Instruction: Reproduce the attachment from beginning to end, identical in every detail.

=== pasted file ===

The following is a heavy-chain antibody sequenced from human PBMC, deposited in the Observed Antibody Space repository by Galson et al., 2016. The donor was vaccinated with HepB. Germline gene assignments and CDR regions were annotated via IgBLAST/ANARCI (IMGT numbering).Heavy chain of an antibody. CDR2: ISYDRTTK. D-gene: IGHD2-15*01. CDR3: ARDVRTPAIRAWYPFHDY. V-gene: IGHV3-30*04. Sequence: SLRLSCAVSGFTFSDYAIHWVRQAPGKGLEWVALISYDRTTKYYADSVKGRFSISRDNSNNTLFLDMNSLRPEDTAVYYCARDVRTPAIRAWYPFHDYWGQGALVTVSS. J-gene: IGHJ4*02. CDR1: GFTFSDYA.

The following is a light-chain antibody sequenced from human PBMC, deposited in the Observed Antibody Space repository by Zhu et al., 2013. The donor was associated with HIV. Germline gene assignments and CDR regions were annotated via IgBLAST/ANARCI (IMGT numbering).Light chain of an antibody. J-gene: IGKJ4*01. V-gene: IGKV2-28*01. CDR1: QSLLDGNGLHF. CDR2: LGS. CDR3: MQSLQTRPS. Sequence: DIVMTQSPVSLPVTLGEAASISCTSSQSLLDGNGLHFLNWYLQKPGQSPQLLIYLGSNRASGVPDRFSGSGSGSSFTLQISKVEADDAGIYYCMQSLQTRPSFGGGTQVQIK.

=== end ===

The following is a heavy-chain antibody sequenced from human PBMC, deposited in the Observed Antibody Space repository by Galson et al., 2016. The donor was vaccinated with HepB. Germline gene assignments and CDR regions were annotated via IgBLAST/ANARCI (IMGT numbering).Heavy chain of an antibody. CDR2: ISYDRTTK. D-gene: IGHD2-15*01. CDR3: ARDVRTPAIRAWYPFHDY. V-gene: IGHV3-30*04. Sequence: SLRLSCAVSGFTFSDYAIHWVRQAPGKGLEWVALISYDRTTKYYADSVKGRFSISRDNSNNTLFLDMNSLRPEDTAVYYCARDVRTPAIRAWYPFHDYWGQGALVTVSS. J-gene: IGHJ4*02. CDR1: GFTFSDYA.

The following is a light-chain antibody sequenced from human PBMC, deposited in the Observed Antibody Space repository by Zhu et al., 2013. The donor was associated with HIV. Germline gene assignments and CDR regions were annotated via IgBLAST/ANARCI (IMGT numbering).Light chain of an antibody. J-gene: IGKJ4*01. V-gene: IGKV2-28*01. CDR1: QSLLDGNGLHF. CDR2: LGS. CDR3: MQSLQTRPS. Sequence: DIVMTQSPVSLPVTLGEAASISCTSSQSLLDGNGLHFLNWYLQKPGQSPQLLIYLGSNRASGVPDRFSGSGSGSSFTLQISKVEADDAGIYYCMQSLQTRPSFGGGTQVQIK.